Defenders of the Declaration
2017 Defender of the Declaration Winner: Krista Nash
Congratulations to Krista Nash, the winner of the 2017 Defender of the Declaration Essay Contest!
About Defenders of the Declaration
In 2012 the Leadership Program of the Rockies (LPR) made a bold move: we changed the name and scope of the renowned Defenders of the Constitution lecture series to the Defenders of the Declaration. While the curriculum remains just as content rich, the new title more accurately reflects LPR's unique emphasis on the Timeless Principles of our American Founding. This educational project combines original source reading materials and classroom instruction aimed at teaching LPR students the principles of the United States Declaration of Independence and the foundation of constitutional government.
Freedom is rooted in a simple, yet revolutionary, idea: that every human being always and everywhere—regardless of skin color, gender, religious beliefs, social status or wealth—is born with a free mind and the equal natural rights to his life, liberty, property, and pursuit of happiness.
By nature, there is no political hierarchy among human beings, no natural principle of who rules and who gets ruled. As Thomas Jefferson once wrote, “the mass of mankind has not been born with saddles on their backs, nor a favored few booted and spurred, ready to ride them legitimately, by the grace of God.” This is the simple meaning of the famous line from the Declaration of Independence, “We hold these truths to be self evident, that all men are created equal.”
But the political implications are potentially revolutionary: If all men are created equal in terms of their natural rights, then the only legitimate form of government is government by consent of the governed. Government without consent is morally wrong.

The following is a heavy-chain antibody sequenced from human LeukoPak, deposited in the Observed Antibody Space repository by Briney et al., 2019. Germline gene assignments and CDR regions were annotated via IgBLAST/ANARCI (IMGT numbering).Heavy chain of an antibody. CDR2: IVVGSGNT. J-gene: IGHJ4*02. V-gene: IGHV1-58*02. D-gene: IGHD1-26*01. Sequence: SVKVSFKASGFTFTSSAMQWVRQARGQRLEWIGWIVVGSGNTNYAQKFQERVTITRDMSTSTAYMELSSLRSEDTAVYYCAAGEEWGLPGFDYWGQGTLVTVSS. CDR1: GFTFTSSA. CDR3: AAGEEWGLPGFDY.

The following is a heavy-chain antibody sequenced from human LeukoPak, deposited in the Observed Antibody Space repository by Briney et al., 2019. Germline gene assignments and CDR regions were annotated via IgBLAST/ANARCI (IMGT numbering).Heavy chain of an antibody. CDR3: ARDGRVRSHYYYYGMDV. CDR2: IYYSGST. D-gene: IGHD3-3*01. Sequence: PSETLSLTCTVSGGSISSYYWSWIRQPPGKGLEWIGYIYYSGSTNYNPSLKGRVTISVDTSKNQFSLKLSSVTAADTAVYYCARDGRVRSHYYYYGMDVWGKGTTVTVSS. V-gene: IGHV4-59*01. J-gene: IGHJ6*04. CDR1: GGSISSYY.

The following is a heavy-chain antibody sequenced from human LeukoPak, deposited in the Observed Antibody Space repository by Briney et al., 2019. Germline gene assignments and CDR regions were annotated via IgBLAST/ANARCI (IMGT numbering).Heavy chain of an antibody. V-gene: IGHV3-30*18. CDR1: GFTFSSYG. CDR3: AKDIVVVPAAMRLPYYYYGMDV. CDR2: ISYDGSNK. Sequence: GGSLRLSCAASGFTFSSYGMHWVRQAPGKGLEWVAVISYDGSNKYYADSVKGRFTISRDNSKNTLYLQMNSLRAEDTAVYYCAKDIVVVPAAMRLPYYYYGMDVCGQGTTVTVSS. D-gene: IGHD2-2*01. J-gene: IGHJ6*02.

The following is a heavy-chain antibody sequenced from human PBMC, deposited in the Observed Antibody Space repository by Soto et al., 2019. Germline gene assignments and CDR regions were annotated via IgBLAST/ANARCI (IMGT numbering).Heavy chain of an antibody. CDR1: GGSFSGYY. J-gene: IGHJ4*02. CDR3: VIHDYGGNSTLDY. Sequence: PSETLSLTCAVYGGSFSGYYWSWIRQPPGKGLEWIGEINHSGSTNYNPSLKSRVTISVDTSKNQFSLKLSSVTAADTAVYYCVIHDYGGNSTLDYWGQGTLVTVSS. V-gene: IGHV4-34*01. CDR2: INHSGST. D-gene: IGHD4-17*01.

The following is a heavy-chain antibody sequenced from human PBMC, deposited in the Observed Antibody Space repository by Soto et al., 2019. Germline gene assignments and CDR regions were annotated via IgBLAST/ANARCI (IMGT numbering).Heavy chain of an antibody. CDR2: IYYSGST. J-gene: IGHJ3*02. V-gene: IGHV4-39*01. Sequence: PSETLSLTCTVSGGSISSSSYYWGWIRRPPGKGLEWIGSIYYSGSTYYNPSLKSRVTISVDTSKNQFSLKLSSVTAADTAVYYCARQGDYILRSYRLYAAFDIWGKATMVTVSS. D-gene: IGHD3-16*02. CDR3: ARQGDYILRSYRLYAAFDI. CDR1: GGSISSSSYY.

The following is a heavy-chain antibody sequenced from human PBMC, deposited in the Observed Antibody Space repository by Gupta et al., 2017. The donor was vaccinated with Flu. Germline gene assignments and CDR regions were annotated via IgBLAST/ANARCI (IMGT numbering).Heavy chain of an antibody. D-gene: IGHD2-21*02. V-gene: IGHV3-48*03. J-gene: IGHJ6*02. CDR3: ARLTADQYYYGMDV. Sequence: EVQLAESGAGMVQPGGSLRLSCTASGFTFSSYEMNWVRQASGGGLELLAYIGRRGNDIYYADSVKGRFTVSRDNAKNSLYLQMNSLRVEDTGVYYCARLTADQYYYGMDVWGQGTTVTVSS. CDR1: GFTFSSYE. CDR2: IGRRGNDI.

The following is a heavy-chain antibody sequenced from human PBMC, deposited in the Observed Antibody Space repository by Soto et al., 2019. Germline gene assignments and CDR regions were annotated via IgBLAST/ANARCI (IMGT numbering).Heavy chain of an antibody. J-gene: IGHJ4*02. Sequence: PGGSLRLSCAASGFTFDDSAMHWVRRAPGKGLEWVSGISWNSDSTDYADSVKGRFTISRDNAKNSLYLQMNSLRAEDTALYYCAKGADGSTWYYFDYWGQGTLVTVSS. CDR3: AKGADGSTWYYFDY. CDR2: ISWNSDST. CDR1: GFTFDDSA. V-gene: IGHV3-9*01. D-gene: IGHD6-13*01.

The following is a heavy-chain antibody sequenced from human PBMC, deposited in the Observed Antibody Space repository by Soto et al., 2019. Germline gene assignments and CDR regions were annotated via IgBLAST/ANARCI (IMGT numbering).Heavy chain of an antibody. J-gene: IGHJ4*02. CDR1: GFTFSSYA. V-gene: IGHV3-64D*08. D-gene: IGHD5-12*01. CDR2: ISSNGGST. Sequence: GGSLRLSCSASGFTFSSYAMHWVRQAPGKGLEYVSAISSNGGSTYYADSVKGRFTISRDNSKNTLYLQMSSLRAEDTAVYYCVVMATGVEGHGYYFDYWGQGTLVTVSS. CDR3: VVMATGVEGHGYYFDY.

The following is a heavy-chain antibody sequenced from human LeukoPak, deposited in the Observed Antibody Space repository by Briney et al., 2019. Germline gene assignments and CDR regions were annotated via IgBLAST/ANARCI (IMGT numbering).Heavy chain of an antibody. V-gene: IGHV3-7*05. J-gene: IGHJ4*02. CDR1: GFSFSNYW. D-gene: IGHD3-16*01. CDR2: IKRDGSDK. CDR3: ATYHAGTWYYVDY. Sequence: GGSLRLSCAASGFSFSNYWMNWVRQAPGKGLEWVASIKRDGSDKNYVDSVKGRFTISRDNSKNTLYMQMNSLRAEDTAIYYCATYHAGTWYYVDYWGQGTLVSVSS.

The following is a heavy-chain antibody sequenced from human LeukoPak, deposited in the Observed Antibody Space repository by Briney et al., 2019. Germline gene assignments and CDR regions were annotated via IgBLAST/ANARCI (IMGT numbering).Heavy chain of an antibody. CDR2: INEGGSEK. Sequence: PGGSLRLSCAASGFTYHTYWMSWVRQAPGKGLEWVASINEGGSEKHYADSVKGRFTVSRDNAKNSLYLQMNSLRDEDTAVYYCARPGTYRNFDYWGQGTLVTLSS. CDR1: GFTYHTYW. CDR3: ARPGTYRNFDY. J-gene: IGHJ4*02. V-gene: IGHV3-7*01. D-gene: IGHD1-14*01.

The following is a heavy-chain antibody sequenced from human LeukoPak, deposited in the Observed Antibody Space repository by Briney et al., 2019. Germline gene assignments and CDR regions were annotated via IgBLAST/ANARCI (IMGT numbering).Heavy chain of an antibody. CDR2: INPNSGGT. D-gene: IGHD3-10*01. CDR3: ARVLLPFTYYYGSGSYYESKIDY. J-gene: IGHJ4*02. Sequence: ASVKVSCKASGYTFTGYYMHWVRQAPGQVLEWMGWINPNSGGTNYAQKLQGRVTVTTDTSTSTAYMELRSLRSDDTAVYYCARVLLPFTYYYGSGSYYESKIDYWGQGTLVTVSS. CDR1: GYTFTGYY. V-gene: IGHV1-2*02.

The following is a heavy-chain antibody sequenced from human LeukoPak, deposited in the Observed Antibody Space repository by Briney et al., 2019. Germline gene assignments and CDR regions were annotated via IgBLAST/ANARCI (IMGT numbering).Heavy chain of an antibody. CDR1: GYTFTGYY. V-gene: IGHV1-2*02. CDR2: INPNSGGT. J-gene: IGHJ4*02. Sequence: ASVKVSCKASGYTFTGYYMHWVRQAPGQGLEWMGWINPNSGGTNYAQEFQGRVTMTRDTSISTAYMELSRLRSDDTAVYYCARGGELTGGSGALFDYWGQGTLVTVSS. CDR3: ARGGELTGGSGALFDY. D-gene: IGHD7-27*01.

Further, if all human beings possess rights by nature—if human freedom is rooted in the natural freedom of the mind—then the only legitimate purpose of government is to protect the natural rights that exist prior to government itself. Government exists to protect rights, not grant them.
And a government of limited purpose ought to be one of limited power. That is why “We the People” create a government by ordaining and establishing a Constitution that grants to government only certain, enumerated, and limited powers. We the People empower government, not vice versa.
The Declaration of Independence, in short, offers two teachings that are moral no less than political, and intrinsically bound up with one another: Equal, individual, natural freedom and limited, constitutional government by consent of the governed.
Abraham Lincoln, perhaps the greatest student of the Declaration, described the Declaration’s principles metaphorically as an “apple of gold,” while the Constitution, he suggested, is the “picture of silver subsequently framed around it.” “The picture was made not to conceal or destroy the apple, but to adorn and preserve it,” Lincoln argued, “the picture was made for the apple, not the apple for the picture.” The Constitution was made to protect the rights and natural freedom announced in the Declaration, not the other way around. “So let us act that neither picture nor apple shall ever be blurred, or bruised or broken,” he concluded. “That we may so act, we must study and understand the points of danger.”
That is the purpose of Defenders of the Declaration: To study the freedom principles of the Declaration of Independence and understand the “points of danger” so that we can better defend those principles and the freedom that rests upon them. Students will read and discuss original source materials, including literature produced by the most influential leaders who held “those truths to be self-evident” as well as those who have denied those them. Throughout the program, LPR students will be evaluated regarding their knowledge of the political theory and practice of the Declaration, including at least one writing assignment. At the end of the program, we will name a winner of the “Defenders of the Declaration” award.